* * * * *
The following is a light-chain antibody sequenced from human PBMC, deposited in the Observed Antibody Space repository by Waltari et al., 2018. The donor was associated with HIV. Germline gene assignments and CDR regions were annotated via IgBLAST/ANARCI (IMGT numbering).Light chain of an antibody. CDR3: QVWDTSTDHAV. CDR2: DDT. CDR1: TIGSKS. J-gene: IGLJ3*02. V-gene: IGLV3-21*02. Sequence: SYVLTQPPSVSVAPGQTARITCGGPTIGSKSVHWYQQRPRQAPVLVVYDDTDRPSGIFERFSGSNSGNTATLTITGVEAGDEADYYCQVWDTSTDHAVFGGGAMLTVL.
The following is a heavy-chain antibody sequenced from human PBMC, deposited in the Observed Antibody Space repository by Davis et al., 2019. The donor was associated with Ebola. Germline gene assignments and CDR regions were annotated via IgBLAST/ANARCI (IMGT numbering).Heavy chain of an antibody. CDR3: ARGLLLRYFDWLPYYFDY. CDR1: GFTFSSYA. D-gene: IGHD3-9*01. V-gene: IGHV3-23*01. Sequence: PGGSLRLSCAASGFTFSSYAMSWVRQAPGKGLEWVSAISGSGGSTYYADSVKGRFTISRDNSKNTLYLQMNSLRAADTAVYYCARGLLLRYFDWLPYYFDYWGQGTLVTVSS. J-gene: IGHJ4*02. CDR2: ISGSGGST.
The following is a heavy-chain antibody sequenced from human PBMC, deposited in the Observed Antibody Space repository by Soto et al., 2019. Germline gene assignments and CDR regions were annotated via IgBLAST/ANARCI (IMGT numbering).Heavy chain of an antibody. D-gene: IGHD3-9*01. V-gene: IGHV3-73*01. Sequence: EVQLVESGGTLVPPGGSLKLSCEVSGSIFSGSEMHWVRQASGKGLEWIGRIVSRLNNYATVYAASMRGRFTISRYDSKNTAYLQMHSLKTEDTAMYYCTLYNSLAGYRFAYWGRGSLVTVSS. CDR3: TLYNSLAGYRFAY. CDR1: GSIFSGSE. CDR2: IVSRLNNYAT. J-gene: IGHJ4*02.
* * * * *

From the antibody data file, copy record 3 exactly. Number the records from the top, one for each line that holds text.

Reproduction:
The following is a heavy-chain antibody sequenced from human PBMC, deposited in the Observed Antibody Space repository by Soto et al., 2019. Germline gene assignments and CDR regions were annotated via IgBLAST/ANARCI (IMGT numbering).Heavy chain of an antibody. D-gene: IGHD3-9*01. V-gene: IGHV3-73*01. Sequence: EVQLVESGGTLVPPGGSLKLSCEVSGSIFSGSEMHWVRQASGKGLEWIGRIVSRLNNYATVYAASMRGRFTISRYDSKNTAYLQMHSLKTEDTAMYYCTLYNSLAGYRFAYWGRGSLVTVSS. CDR3: TLYNSLAGYRFAY. CDR1: GSIFSGSE. CDR2: IVSRLNNYAT. J-gene: IGHJ4*02.